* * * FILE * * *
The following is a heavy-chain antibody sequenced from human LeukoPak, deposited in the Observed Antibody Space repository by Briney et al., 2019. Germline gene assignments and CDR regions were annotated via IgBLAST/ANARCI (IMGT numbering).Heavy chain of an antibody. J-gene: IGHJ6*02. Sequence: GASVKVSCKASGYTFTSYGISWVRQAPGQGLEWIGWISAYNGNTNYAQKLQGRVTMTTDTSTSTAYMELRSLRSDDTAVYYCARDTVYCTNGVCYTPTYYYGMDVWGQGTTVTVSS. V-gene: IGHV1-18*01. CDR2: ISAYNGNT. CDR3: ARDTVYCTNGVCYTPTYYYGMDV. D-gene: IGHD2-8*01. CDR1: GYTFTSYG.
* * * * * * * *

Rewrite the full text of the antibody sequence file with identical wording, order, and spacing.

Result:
The following is a heavy-chain antibody sequenced from human LeukoPak, deposited in the Observed Antibody Space repository by Briney et al., 2019. Germline gene assignments and CDR regions were annotated via IgBLAST/ANARCI (IMGT numbering).Heavy chain of an antibody. J-gene: IGHJ6*02. Sequence: GASVKVSCKASGYTFTSYGISWVRQAPGQGLEWIGWISAYNGNTNYAQKLQGRVTMTTDTSTSTAYMELRSLRSDDTAVYYCARDTVYCTNGVCYTPTYYYGMDVWGQGTTVTVSS. V-gene: IGHV1-18*01. CDR2: ISAYNGNT. CDR3: ARDTVYCTNGVCYTPTYYYGMDV. D-gene: IGHD2-8*01. CDR1: GYTFTSYG.